bad references ...

Some good may come of a bad reference from employment in a previous job if you are careful about what you say to your interviewer.

Explain that it wasn’t the happiest of situations but that you used it to turn things around in the future and correct the failing that maybe you weren’t aware of when you took the job.  It is rare that this hasn’t  happened and not many people escape untarred from a bad job.  Personally, I had that experience once because I simply wasn’t aware of my weakness and rectified it with a good post-graduate college course.

I also know of a gentleman and very nice person who accepted what looked like an ideal position only to find that he simply could not work with his boss.  He was courageous enough to resign before he was let go.  Try not to be embarrassed or traumatised – it happens!  We have all had these experiences and it is best that you talk to your interviewer in a courageous and positive manner about your bad experience or a bad reference.  Given a bit of luck, it won’t be held against you.  Keep in mind that an interviewer has heard your unhappy story before.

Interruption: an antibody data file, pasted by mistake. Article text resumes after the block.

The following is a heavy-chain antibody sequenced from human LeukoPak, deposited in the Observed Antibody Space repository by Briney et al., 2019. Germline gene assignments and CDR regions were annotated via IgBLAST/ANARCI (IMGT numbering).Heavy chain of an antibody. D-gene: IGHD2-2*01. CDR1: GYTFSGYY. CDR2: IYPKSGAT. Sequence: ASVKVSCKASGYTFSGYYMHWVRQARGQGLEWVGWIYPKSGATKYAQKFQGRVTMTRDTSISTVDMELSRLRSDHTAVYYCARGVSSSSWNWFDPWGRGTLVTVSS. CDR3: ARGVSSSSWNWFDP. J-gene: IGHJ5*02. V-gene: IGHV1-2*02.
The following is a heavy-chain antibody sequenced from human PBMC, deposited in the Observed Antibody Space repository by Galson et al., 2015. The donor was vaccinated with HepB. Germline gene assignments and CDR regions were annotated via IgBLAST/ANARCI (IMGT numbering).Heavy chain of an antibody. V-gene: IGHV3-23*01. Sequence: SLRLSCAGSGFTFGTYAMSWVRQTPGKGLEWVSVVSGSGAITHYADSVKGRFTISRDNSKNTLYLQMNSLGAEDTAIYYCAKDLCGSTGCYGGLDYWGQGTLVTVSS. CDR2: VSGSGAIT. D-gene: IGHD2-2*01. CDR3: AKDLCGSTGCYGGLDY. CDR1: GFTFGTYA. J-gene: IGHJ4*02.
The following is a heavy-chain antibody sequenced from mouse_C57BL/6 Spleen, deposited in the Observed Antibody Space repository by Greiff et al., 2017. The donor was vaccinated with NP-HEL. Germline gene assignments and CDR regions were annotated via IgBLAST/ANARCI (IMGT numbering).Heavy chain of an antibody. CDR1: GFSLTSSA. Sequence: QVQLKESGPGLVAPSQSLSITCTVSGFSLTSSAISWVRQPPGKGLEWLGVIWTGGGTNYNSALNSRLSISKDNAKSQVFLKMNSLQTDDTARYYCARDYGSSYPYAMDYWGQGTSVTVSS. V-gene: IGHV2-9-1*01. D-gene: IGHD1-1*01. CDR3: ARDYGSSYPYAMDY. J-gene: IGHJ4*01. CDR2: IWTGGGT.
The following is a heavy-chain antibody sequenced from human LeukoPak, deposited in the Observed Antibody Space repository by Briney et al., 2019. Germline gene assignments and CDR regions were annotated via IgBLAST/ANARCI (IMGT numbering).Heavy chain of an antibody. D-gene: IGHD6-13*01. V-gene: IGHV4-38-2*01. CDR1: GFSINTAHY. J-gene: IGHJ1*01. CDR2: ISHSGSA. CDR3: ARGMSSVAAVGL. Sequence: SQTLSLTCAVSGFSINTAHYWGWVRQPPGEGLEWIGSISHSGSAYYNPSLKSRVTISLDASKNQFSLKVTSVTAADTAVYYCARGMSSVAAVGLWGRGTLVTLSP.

Show honesty, humility and respect to win present or future points.  Never lie or be less than honest.  Clearly, demonstrate that you have mastered the new skill set that you lacked before to ensure that this won’t happen again.  You can always turn to me for suitable words and I will coach you as much as I can.  Be confident that life does work out but that you have to take the first step.

For more information, please contact me by telephone at 705-743-0058 or by e-mail at cvanecko@cogeco.ca. I’d love to help!

Sincerely,

Carol
The Job Savvy Blogger